The Moral Character of the Monkey

Monkeys are ungrateful creatures, but can be caught with pitch-lined gloves. They like to ride pigs. A monkey will unfold all your papers and scatter them about the room.

A monkey.

[The Animal Illustrated, 1550-1900: from the collections of the New York Public Library]

A GENTLEMAN whose premises were infested by a large breed of sparrows, said they were birds of no principle. Of all monkeys it may be said, with much more propriety, that they are beasts of no principle ; for they have every evil quality, and not one good one. They are saucy and insolent; always making an attempt to bully and terrify people, and biting those first who are most afraid of them. An impertinent curiosity runs through all their actions; they never can let things alone, but must know what is going forward. If a pot or a kettle is set on the fire, and the cook turns her back, the monkey whips off the cover to see what she has put into it; even though he cannot get at it without setting his feet upon the hot bars of the grate. Mimicry is another of the monkey's qualities. Whatever he sees men do, he must affect to do the like himself. He seems to have no rule of his own, and so is ruled by the actions of men or beasts; as weak people follow the fashion of the world, whether it be good or bad. No monkey has any sense of gratitude, but takes his victuals with a snatch, and then grins in the face of the person that gives it him, lest he should take it away again; for he supposes that all men will snatch away what they can lay hold of, as all monkeys do. Through an invincible selfishness, no monkey considers any individual but himself, as the poor cat found to her cost, when the monkey burned her paws with raking his chestnuts out of the fire. They can never eat together in company without quarrelling and plundering one another. Every monkey delights in mischief, and cannot help doing it when it is in his power. If anything he takes hold of can be broken or spoiled, he is sure to find the way of doing it; and he chatters with pleasure when he hears the noise of a china vessel smashed to pieces upon the pavement. If he takes up a bottle of ink, he empties it upon the floor. He unfolds all your papers, and scatters them about the room, and what he cannot undo he tears to pieces; and it is wonderful to see how much of this work he will do in a few minutes when he happens to get loose. Everybody has heard of the monkey whose curiosity led him to the mouth of a cannon to see how it went off; when he paid for his peeping with the loss of his head. In a ship where a relation of mine was an officer, while the men were busy in fetching powder from below, and making cartridges, a monkey on board took up a lighted candle, and ran down to the powder-room to see what they were about; but happily was overtaken just as he got to the lantern, and thrown out at the nearest port-hole into the sea with the lighted candle in his hand. Another lost his life by the spirit of mimicry; he had seen his master shaving his own face, and at the first opportunity took up the razor to shave himself, and made shift to cut his own throat. When the wild monkeys have escaped to the top of trees, the people below who want to catch them show them the use of gloves, by putting them on and pulling them off repeatedly; and when the monkeys are supposed to have taken the hint, they leave plenty of gloves on the ground, having first lined them with pitch. The monkeys came down, put on the gloves, but cannot pull them off again; and when they are surprised, betaking themselves to the trees as usual, they slide backwards and are taken. A monkey who had seen his mistress upon her pillow in a nightcap, which at her rising she pulled off and hung upon a chair, puts on the cap, lays his head upon the pillow, and by personating the lady, made himself ten times more frightful and ridiculous; as awkward people do, when they ape their superiors, and affect a fashion which is above their sphere. A mischievous disposition is always inclined to persecution. There are minds whose greatest pleasure it is to ride and tease the minds of other people. A late friend and neighbor of mine in the country kept a monkey who took to riding his hogs, especially one of them, which he commonly singled out as fittest for his use; and leaping upon its back, with his face towards the tail, he whipped it unmercifully, and drove it about, till it could run no longer. The hogs lived under such continual terrors of mind, that when the monkey first came abroad in the morning, they used to set up a great cry at the sight of him. A well-known nobleman once had a wild horse whom nobody could ride. “I know not what your lordship can do with him,” said one, “but to set the monkey upon his back.” So they put a pad to the horse, and set the monkey upon it with a switch in his hand, which he used upon the horse, and set him into a furious kicking and galloping; but Pug kept his seat and exercised his switch. The horse lay down upon the ground; but when he threw himself on one side, the monkey was up on the other: he ran into a wood with him, to brush him off; but if a tree or a bush occurred on one side, the monkey slipped to the other side; till at last the horse was so sickened and fatigued and broken-spirited, that he ran home to the stable for protection. When the monkey was removed, a boy mounted him, who managed the horse with ease, and he never gave any trouble afterwards. In all the actions of the monkey, there is no appearance of anything good or useful, nor any species of evil that is wanting in them. They are, indeed, like to mankind: they can ride a pig as a man rides a horse, or better, and are most excellent jockeys; but, after all, they are only like the worst of the human species. If all the qualities of the monkey are put together, they constitute what is properly called ill-nature; and if any person would know what an ill-natured man is, that man is a monkey to all intents and purposes, with the addition of reason, which makes his character much worse, and the loss of religion and conscience, which is worst of all; for without these reason is rather a disadvantage.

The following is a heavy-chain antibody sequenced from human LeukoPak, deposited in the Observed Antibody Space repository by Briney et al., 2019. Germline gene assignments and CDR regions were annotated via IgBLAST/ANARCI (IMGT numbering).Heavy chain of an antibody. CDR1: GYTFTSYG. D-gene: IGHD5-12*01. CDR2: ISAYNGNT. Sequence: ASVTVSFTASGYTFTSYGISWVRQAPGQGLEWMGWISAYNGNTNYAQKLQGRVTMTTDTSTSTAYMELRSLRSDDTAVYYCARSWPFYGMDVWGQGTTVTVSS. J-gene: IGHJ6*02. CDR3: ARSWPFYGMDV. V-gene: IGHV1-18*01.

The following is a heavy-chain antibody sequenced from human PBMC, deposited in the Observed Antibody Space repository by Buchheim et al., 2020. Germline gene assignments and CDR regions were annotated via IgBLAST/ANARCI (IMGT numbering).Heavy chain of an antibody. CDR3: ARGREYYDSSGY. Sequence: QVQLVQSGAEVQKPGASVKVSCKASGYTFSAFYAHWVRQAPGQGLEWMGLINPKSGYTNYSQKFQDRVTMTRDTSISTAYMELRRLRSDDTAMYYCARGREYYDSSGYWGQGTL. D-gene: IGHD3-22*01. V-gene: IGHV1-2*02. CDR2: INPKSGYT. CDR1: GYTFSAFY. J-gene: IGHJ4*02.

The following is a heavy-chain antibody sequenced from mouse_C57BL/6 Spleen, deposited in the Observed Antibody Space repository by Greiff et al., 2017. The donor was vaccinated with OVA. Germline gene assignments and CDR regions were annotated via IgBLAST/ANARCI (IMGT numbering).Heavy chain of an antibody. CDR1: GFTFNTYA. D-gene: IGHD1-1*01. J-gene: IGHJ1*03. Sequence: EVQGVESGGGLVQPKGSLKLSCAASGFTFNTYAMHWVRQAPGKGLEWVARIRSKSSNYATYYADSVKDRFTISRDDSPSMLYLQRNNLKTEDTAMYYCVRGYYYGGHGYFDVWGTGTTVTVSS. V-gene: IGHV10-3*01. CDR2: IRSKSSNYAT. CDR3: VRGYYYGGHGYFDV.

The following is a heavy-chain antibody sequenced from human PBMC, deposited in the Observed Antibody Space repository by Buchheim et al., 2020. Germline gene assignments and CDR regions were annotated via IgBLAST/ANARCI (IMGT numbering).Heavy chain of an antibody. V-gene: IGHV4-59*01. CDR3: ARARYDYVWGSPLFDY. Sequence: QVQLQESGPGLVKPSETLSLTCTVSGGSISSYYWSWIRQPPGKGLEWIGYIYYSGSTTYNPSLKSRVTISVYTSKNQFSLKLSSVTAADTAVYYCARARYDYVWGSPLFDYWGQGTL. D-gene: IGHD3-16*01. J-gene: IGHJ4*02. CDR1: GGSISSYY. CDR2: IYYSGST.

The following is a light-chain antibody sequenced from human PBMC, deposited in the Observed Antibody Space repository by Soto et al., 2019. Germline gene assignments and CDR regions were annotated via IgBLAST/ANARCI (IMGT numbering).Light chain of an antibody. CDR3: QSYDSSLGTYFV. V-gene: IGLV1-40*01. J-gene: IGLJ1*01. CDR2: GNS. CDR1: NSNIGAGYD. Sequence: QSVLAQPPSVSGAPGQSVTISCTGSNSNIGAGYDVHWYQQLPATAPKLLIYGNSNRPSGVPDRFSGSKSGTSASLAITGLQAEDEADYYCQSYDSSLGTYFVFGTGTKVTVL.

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About the author: I've been running this website from 1997. For a living I write stories and essays, program computers, edit things, and help people launch online publications. (LinkedIn). I wrote a novel. I was an editor at Harper's Magazine for five years; then I was a Contributing Editor; now I am a free agent. I was also on NPR's All Things Considered for a while. I still write for The Morning News, and some other places.

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© 1974-2011 Paul Ford